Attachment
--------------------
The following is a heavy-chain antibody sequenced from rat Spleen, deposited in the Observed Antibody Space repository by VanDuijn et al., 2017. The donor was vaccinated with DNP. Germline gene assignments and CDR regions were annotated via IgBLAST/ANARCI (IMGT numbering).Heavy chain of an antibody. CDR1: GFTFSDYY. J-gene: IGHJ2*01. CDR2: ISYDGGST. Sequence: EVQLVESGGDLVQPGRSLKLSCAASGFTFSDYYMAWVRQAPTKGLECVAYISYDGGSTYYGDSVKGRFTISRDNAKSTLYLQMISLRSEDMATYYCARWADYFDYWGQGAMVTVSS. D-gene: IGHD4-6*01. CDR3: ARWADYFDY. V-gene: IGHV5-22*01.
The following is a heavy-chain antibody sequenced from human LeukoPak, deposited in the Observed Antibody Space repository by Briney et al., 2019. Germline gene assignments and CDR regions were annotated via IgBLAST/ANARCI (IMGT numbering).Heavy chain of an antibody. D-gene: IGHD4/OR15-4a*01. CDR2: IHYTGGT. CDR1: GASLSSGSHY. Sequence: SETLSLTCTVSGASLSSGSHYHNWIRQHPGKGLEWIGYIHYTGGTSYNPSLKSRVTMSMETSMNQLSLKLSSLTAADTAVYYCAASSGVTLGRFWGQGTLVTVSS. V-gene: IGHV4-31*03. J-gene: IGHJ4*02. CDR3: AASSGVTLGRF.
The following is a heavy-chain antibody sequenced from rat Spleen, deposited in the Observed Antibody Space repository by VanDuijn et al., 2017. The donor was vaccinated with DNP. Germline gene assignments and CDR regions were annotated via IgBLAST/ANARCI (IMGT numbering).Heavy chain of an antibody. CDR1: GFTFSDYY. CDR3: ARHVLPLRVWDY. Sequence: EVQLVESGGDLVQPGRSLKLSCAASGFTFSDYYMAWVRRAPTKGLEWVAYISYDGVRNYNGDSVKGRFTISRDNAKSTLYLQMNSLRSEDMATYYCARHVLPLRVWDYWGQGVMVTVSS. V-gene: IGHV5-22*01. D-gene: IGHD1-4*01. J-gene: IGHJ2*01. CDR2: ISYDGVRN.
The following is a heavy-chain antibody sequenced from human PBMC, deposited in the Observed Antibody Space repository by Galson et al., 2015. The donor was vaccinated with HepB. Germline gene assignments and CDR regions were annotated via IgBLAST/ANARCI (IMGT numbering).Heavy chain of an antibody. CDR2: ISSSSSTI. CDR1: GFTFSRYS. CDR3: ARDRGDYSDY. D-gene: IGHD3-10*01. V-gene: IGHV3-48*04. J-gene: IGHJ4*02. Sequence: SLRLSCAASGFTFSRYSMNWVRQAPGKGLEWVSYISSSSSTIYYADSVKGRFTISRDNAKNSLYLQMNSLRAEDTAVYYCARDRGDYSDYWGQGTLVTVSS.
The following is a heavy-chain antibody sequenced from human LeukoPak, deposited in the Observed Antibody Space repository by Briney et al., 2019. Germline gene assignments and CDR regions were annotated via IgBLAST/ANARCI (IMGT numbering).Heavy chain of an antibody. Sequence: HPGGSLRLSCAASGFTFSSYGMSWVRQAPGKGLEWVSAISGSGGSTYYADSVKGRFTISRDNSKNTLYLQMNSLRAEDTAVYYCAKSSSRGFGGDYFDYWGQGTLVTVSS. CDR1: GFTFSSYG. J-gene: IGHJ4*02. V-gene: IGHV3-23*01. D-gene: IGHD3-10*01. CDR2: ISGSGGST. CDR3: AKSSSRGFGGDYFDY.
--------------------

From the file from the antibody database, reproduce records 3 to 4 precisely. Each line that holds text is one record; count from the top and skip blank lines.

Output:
The following is a heavy-chain antibody sequenced from rat Spleen, deposited in the Observed Antibody Space repository by VanDuijn et al., 2017. The donor was vaccinated with DNP. Germline gene assignments and CDR regions were annotated via IgBLAST/ANARCI (IMGT numbering).Heavy chain of an antibody. CDR1: GFTFSDYY. CDR3: ARHVLPLRVWDY. Sequence: EVQLVESGGDLVQPGRSLKLSCAASGFTFSDYYMAWVRRAPTKGLEWVAYISYDGVRNYNGDSVKGRFTISRDNAKSTLYLQMNSLRSEDMATYYCARHVLPLRVWDYWGQGVMVTVSS. V-gene: IGHV5-22*01. D-gene: IGHD1-4*01. J-gene: IGHJ2*01. CDR2: ISYDGVRN.
The following is a heavy-chain antibody sequenced from human PBMC, deposited in the Observed Antibody Space repository by Galson et al., 2015. The donor was vaccinated with HepB. Germline gene assignments and CDR regions were annotated via IgBLAST/ANARCI (IMGT numbering).Heavy chain of an antibody. CDR2: ISSSSSTI. CDR1: GFTFSRYS. CDR3: ARDRGDYSDY. D-gene: IGHD3-10*01. V-gene: IGHV3-48*04. J-gene: IGHJ4*02. Sequence: SLRLSCAASGFTFSRYSMNWVRQAPGKGLEWVSYISSSSSTIYYADSVKGRFTISRDNAKNSLYLQMNSLRAEDTAVYYCARDRGDYSDYWGQGTLVTVSS.